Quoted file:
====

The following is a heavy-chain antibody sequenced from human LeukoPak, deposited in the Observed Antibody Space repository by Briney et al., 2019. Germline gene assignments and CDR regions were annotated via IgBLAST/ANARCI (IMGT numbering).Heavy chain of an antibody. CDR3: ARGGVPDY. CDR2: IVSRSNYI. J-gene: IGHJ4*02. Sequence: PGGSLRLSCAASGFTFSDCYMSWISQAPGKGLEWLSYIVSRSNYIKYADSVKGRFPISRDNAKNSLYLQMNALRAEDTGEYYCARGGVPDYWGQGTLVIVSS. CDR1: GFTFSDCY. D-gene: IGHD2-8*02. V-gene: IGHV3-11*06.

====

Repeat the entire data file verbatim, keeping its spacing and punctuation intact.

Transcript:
The following is a heavy-chain antibody sequenced from human LeukoPak, deposited in the Observed Antibody Space repository by Briney et al., 2019. Germline gene assignments and CDR regions were annotated via IgBLAST/ANARCI (IMGT numbering).Heavy chain of an antibody. CDR3: ARGGVPDY. CDR2: IVSRSNYI. J-gene: IGHJ4*02. Sequence: PGGSLRLSCAASGFTFSDCYMSWISQAPGKGLEWLSYIVSRSNYIKYADSVKGRFPISRDNAKNSLYLQMNALRAEDTGEYYCARGGVPDYWGQGTLVIVSS. CDR1: GFTFSDCY. D-gene: IGHD2-8*02. V-gene: IGHV3-11*06.